Be sure to check the Park and Rec website and Facebook page for new up- coming programs! Snowman Winter Crafts, Golf Quest Juniors and Code Wiz Virtual Classes are among the after-school programs offered this month. For adults, check out the Tai Chi and Yoga programs.  Follow New Fairfield Parks and Recreation CT on Facebook for details, visit or call 203-312-5633.

January is the perfect time to get involved at the New Fairfield Senior Center! This month’s activities include Yoga, Stitch by Stitch Quilting, Zumba, Mah Jongg, Bodies in Motion, Piano Lessons, French and Spanish classes, Drawing, Tai Chi, Cards n Games and many more! For more details visit the Senior Center or the website at

Check out the January programs in the Adult Library! Check out the “Art of Murder” Murder Board Mystery:  Part One will be held from January 9 through February 4.  A 750-piece murder board puzzle will be available in the library for anyone to stop in and help to complete. Every time you come in to work on the puzzle, you will be entered to win a $25 restaurant gift card! Open to adults, no registration required.   Part Two will be held on February 4 from 7:00 – 9:00 PM. All registered detectives will gather at the “crime scene” to use the completed puzzle and other evidence to solve our murder mystery. All detectives will be entered to win a $25 restaurant gift card, to be drawn at the conclusion of our investigation! There are also Virtual Author Talks, Craft and Chat and Adult Book Club to keep you busy!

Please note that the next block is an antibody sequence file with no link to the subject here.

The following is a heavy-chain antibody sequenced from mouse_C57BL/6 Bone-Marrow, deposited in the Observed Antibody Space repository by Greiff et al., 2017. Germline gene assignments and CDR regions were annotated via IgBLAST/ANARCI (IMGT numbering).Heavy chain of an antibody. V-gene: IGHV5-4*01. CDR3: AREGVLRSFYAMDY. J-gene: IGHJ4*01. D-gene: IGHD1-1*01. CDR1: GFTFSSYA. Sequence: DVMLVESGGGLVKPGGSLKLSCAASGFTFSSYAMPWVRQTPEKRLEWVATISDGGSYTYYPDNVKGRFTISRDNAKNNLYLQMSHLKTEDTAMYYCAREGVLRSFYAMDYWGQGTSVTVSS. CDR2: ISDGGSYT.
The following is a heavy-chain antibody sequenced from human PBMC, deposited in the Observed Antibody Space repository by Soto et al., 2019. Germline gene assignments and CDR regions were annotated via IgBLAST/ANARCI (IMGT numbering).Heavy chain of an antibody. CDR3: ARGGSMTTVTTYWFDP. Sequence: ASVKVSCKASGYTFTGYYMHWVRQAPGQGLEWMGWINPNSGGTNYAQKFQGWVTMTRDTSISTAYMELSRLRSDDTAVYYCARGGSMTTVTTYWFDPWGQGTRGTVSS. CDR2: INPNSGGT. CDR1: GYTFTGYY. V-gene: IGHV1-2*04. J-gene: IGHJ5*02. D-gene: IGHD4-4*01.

The Children’s Library will be offering Storytimes, Crafts, Toe-Tapping Tots and Music.  (Just a reminder – the library will be closed on January 16 in observation of MLK Day.)  Details can be found on the website at

Stay tuned for more information on other New Fairfield events.

Copyright © 2023 New Fairfield Democratic Town Committee.  All rights reserved.

Paid for by New Fairfield Democratic Town Committee – John McCartney, Treasurer